and she burnt the west wing down.
Ever since then, the family have taken fire precautions rather more carefully.
Which is why we've got that socking great handle
on the right-hand side of the grate
because they installed a series of drop-down shutters
which appear when you wind the handle.
So that effectively, when nobody's in the room,
the fire can be shut down and a spark won't appear to burn down this wing.
This set of 14 dining chairs is a further reminder
of the first Marchioness.
If you go to pick them up, you find that they're incredibly heavy.
That's because they're made of a Chinese hardwood
called hua huang li.
But there's something curious about the dating.
Because on the back of this chair,
it says in an oval reserve,
"EMS", which are the First Marchioness's initials.
And it says T. LeBlanc LLD.
And Mr LeBlanc apparently was a lawyer and neighbour
and he presented these chairs to Lady Salisbury,
as it says here, in 1819.
So he has presented to the first Marchioness this set of chairs
but if you look at the style of the chair,
with this pierced splat back,
these incredibly old-fashioned cabriole legs,
the style of the chair is more like 1740.
So it's a mystery.
There's another mystery to solve, of course, today
and that is exactly how much profit are our teams going to make
over at the auction?
Well, it's grand to be on the outskirts of Derby
at Bamfords saleroom with James Lewis.
-Great to have you.
-Very nice to be here.
Now, your first job is to tell us what you think
about this socking great metal overlaid bowl
-which our team bought.
-Is it good?
-Yeah, I think it's got a good interior designer's look.
You can imagine it in homes and antiques magazine or something like that,
-sitting on the sofa with a pile of carpet bowls in it.
-Yeah. No, it's a good-looking thing.
-How old do you think it is?
-Not very old.
Mid-20th century, I should think.
-So, how much?
-Cos they paid £75.
Where do you think we stand with this?
-You'd be lucky if you get £50?
-40 to 60.
-He really means 40 to 60.
-I think it's worth 40 to 60.
-OK, fine. Next is the little pendant.
Apparently, tiny chips of sapphire and a pearl.
Erm, how's that going to go?
it's the sort of thing that a private little lady might go for.
-Not a big lady?
-No, it's a little necklace.
-Oh, I see, yes.
-£40-£60, I think.
-OK, they paid £60.
-So they'll be lucky if they make a profit on that.
What about this saucer dish, this Worcester saucer dish?
I hadn't got a clue, I have to say.
I had to ask Annabel in our ceramics department
and she said, "It's clearly Worcester, it's got the Chantilly fake mark
"and it's blah, blah, blah," and told me all about it.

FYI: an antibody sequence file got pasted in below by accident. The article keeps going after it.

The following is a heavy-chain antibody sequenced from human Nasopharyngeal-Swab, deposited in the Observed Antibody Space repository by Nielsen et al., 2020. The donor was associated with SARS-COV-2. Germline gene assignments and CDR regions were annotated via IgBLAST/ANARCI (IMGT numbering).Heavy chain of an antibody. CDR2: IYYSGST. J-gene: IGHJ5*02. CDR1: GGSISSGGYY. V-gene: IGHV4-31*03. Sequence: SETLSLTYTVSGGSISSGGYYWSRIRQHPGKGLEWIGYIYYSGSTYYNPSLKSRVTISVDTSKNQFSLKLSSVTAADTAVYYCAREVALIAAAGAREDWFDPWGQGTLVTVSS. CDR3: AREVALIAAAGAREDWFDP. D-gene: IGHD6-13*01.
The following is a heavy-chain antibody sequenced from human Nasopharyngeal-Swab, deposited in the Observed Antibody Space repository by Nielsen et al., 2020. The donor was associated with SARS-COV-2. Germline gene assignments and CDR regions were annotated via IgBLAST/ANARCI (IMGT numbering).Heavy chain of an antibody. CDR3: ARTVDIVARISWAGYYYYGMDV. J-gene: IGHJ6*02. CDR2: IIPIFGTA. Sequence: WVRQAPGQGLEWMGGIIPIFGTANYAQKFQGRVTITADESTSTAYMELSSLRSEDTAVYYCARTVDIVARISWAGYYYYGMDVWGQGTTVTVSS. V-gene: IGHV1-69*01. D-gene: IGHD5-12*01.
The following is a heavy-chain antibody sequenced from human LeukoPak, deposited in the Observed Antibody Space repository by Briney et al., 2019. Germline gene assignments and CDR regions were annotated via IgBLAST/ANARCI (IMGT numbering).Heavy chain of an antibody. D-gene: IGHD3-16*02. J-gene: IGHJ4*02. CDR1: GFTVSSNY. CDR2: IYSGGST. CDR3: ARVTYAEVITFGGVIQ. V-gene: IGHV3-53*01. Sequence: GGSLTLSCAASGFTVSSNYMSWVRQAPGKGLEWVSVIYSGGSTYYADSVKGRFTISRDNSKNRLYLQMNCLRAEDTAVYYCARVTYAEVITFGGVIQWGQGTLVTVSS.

And she says it's worth £40-50.
-They paid 70.
-So there's some difficulty, I would see, here...
-..in making a splendido profit,
in which case they're going to need their bonus buy, so let's have a look.
-Now, Becky, Suzy, you gave Kate £95, yes?
And she's going to show you what she spent it on, aren't you?
Here we go.
In my hot little hand...
-Now, I know you girls like your jewellery.
-Yes, we do.
-So I have bought you...
-Those look a little bit familiar.
-Yes, we did look at these.
But they are, of course, in the Victorian style.
They are pearl cluster earrings in gold, 18 carat,
and with these little pearls set in, very much in the Victorian style.
The Victorians loved their pearls.
But these are modern, which for some people makes them more desirable.
Some women don't like to buy period jewellery or jewellery that's been worn,
so in actual fact, that would be a good selling point
-for some buyers at auction.
-There we are. Have a look.
-How much did you get them for?
-What do you think they'll make?
Well, I think that they have a chance of making a small profit.
I'm not saying they're going to absolutely fly away but they could make a small one.
-We'll have a think.
-Why don't you like them, Suze?
-I do like them
but I just... I don't know.
-You wouldn't buy them for yourself.
And I know that they're modern and I like a bit more older...
-You like a bit of age.
-Quite right, too.
-You hold that thought, girls,
but let's find out what the auctioneer thinks about the earrings.
So, James, there we go.
-Now, you haven't got pierced ears, so they're no good for you.
-Used to have.
-Yeah, up here somewhere.
-Oh, right. Top pierced rather than bottom pierced.
So what do you think they're worth, these?
-Something like that.
They're pretty but they are brand, spanking new.
Kate paid 60, so she may well be lucky to get a profit on that.
-Kate's probably better than I am, so we'll see.
Well, what happens happens, doesn't it, frankly?
That's it for the reds. Now for the blues.
And first up for Dan and James is the mustard pot.
Yep, a standard thing, a standard model.
It would've been in a little leather-covered box
with a pepperette and an open salt.
-It's lost its friends.
-Yes, it has.
-And it's lost its case.
You can get a Georgian one for £80,
so for a reproduction style, Georgian style,